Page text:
Chris Petit’s The Butchers of Berlin (Simon & Schuster) is the story of a murder investigation in Berlin in 1943, when the Nazis knew the war was going against them and the city was being cleared of Jews. Unnerving in its depiction of a time when killing was an everyday occurrence, this dark and powerful novel is in a category of its own: once you’ve started reading it, you won’t easily be able to put it aside. Charles Foster’s Being a Beast (Profile Books) is the record of the author’s attempts to find out what it is like to be a non-human animal, a quest that involved living in a badger’s hole, eating worms and being hunted as a deer. A book in the singular genre of J A Baker’s shamanistic masterpiece The Peregrine, Foster’s account is precise, poetic and thought-stirring.
Few issues capture the public imagination quite so urgently as that of Islam’s troubled relationship with the West, democracy, modernity and, indeed, itself. The debate that follows is often as poorly informed as it is polarised. This is where Shadi Hamid’s Islamic Exceptionalism (St Martin’s Press) comes into its own. Offering a provocative thesis – that Islam is a wholly different system from normative Western values (which the West should recognise and accept) – Hamid carefully unravels various thorny issues surrounding Islam’s place in the modern world. Whatever you think of this book, and there is plenty in it to disagree with, there’s no doubt that Hamid has made a thoughtful and important contribution to a debate that many have entertained but few have understood.
John Berger’s A Fortunate Man: the Story of a Country Doctor (Canongate Canons) is a unique essay in photographs (by Jean Mohr) and prose (by Berger) about a driven and charismatic GP in the Forest of Dean, first published nearly 50 years ago. It depicts a man whose sense of medical vocation was a long way from the situation of the harassed modern professional. Yet it is an unsentimental portrait – all the more so as this edition records, shockingly, that the subject eventually committed suicide. It remains a rare meditation on love, pain, commitment and the possibilities of healing, and it is an extraordinary gift to have it back in print just at this moment. Eugene Vodolazkin’s Laurus (Oneworld; translated by Lisa C Hayden) is also a picture of an unconventional healer, a medieval Russian holy fool. It is not at all a typical historical novel. It uses conscious and outrageous anachronisms; it is funny, subversive and vivid in its evocation of medieval life in Russia and the Middle East; and it plants questions about faith, irony, self-deception and integrity in the style of the greatest Russian fictions.
As compelling as a novel, Black Hole Blues: and Other Songs From Outer Space by Janna Levin (Bodley Head) is the definitive account of how we completed the hundred-year hunt for gravitational waves. Albert Einstein used his general theory of relativity to predict that these ripples in the fabric of the universe should exist. Levin, a professor at Columbia University, is an expert guide to the extraordinary physics and technology that confirmed Einstein’s hunch and the people who did it. Despite being granted full access by the physicists involved, she hasn’t held back from exposing their darker sides. It’s punchy, witty, timely and deeply insightful; I haven’t read a better book on the realities of doing science.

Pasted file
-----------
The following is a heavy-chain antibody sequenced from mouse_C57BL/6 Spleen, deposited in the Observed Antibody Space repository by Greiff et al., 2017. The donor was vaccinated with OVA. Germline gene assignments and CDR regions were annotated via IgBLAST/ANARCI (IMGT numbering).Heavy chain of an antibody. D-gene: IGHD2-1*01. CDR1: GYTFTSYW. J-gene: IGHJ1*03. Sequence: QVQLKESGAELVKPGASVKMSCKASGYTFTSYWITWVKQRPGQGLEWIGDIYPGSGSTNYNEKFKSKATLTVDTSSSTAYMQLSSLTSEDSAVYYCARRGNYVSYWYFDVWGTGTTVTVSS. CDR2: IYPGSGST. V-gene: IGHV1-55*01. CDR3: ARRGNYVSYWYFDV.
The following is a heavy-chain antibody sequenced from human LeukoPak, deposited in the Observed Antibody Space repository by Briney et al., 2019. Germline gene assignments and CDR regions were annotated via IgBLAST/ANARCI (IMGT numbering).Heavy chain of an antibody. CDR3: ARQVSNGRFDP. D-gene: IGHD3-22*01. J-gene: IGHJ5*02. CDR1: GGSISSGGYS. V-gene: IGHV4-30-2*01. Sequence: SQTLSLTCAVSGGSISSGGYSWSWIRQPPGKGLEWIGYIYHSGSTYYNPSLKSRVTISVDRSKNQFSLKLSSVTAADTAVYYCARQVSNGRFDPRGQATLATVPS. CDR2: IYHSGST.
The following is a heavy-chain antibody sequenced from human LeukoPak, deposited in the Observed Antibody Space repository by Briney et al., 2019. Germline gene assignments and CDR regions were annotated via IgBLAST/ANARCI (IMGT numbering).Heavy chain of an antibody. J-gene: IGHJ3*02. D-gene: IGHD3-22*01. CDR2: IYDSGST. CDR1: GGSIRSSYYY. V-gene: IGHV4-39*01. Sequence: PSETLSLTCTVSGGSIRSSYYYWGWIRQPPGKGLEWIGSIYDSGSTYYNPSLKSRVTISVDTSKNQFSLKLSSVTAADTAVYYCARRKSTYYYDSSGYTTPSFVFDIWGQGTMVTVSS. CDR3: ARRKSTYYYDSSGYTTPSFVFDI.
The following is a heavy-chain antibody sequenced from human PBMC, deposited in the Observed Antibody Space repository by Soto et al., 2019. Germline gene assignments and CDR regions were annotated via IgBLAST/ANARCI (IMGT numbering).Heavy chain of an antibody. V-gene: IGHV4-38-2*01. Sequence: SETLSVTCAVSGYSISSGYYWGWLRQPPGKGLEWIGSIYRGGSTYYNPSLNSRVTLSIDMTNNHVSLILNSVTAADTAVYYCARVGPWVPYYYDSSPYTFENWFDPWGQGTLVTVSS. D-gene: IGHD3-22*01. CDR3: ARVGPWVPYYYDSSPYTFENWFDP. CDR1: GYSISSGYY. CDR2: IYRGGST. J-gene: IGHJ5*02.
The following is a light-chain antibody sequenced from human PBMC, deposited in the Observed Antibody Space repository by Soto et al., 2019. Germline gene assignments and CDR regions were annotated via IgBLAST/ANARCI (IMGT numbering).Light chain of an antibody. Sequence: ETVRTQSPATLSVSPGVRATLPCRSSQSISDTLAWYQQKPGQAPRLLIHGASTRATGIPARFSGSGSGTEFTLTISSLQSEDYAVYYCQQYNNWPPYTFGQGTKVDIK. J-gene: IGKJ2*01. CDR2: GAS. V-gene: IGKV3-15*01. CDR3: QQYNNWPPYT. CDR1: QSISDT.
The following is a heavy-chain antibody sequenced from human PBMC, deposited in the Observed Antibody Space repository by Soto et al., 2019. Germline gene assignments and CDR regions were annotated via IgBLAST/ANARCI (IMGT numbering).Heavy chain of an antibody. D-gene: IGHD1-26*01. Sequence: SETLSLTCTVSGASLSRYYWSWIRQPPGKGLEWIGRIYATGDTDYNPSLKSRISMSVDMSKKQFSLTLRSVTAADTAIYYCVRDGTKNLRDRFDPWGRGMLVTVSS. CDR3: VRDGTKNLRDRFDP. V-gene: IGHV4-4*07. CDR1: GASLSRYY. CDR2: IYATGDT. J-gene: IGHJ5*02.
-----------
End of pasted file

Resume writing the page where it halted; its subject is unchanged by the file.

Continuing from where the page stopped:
“I have long accepted my position as apostle to the lowbrows.” So said Kenneth Clark, the director of the National Gallery, founder of the National Theatre, reviver of the Royal Opera House and, of course, creator of Civilisation. James Stourton’s immaculate biography, Kenneth Clark: Life, Art and Civilisation (William Collins) is an elegant and perceptive portrayal of the ultimate arts grandee as a frustrated scholar. For The Lost Watercolours of Edward Bawden (Mainstone Press), James Russell and Tim Mainstone tracked down many of the English pastoralist’s paintings from the 1930s that disappeared into private hands. The result is a gulp-inducingly expensive (at £160) but stunningly beautiful – and revealing – book.
“The people aren’t happy. Something is stirring in towns like Middletown in rust-belt Ohio, and Jackson in Appalachian Kentucky.” Having grown up between the two, a boy from a broken family, J D Vance offers a deeply personal analysis in Hillbilly Elegy (William Collins) of the disintegration and angst of poor, white America and the tarnishing of the American dream.
Ever heard of Alex Calvo García, the Basque footballer and graduate of Real Sociedad who moved to England and became an unlikely cult hero of Scunthorpe United, despite being unable to tell the manager he was playing in the wrong position? Scunthorpe Hasta La Meurte (deCoubertin Books) by Iñigo Gurruchaga, translated by Matthew Kennington, tells this unlikely story with charm, subtle wit and deep affection for grass-roots football in northern industrial England and Spain, with their dreary terraces where dreams are occasionally born but usually go to die.